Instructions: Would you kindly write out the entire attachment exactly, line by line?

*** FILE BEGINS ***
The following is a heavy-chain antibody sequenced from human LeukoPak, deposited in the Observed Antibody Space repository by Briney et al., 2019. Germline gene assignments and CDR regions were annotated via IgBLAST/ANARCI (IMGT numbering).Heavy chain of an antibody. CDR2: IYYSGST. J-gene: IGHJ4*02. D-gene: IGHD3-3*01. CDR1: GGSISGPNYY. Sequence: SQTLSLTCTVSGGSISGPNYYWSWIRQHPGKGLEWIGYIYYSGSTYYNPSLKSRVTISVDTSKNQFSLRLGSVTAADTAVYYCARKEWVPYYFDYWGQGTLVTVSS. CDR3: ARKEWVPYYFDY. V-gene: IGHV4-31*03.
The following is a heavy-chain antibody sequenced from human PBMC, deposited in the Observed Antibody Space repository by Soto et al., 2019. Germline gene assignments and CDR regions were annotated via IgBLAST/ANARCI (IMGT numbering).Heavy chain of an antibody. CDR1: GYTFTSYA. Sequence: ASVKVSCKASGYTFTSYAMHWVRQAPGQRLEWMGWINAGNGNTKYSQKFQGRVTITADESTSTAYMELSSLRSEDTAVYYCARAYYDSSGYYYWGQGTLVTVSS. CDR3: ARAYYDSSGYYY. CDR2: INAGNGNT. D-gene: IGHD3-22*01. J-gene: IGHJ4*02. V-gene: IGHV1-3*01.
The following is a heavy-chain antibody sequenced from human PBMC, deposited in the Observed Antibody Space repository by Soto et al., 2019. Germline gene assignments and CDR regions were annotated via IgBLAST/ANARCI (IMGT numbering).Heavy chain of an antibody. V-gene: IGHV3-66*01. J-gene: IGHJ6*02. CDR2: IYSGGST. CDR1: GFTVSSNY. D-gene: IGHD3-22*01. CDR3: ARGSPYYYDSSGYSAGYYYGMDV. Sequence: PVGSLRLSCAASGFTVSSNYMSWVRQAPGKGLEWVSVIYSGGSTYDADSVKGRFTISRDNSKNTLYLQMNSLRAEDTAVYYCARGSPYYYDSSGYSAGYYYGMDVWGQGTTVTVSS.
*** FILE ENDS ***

The following is a heavy-chain antibody sequenced from human LeukoPak, deposited in the Observed Antibody Space repository by Briney et al., 2019. Germline gene assignments and CDR regions were annotated via IgBLAST/ANARCI (IMGT numbering).Heavy chain of an antibody. CDR2: IYYSGST. J-gene: IGHJ4*02. D-gene: IGHD3-3*01. CDR1: GGSISGPNYY. Sequence: SQTLSLTCTVSGGSISGPNYYWSWIRQHPGKGLEWIGYIYYSGSTYYNPSLKSRVTISVDTSKNQFSLRLGSVTAADTAVYYCARKEWVPYYFDYWGQGTLVTVSS. CDR3: ARKEWVPYYFDY. V-gene: IGHV4-31*03.
The following is a heavy-chain antibody sequenced from human PBMC, deposited in the Observed Antibody Space repository by Soto et al., 2019. Germline gene assignments and CDR regions were annotated via IgBLAST/ANARCI (IMGT numbering).Heavy chain of an antibody. CDR1: GYTFTSYA. Sequence: ASVKVSCKASGYTFTSYAMHWVRQAPGQRLEWMGWINAGNGNTKYSQKFQGRVTITADESTSTAYMELSSLRSEDTAVYYCARAYYDSSGYYYWGQGTLVTVSS. CDR3: ARAYYDSSGYYY. CDR2: INAGNGNT. D-gene: IGHD3-22*01. J-gene: IGHJ4*02. V-gene: IGHV1-3*01.
The following is a heavy-chain antibody sequenced from human PBMC, deposited in the Observed Antibody Space repository by Soto et al., 2019. Germline gene assignments and CDR regions were annotated via IgBLAST/ANARCI (IMGT numbering).Heavy chain of an antibody. V-gene: IGHV3-66*01. J-gene: IGHJ6*02. CDR2: IYSGGST. CDR1: GFTVSSNY. D-gene: IGHD3-22*01. CDR3: ARGSPYYYDSSGYSAGYYYGMDV. Sequence: PVGSLRLSCAASGFTVSSNYMSWVRQAPGKGLEWVSVIYSGGSTYDADSVKGRFTISRDNSKNTLYLQMNSLRAEDTAVYYCARGSPYYYDSSGYSAGYYYGMDVWGQGTTVTVSS.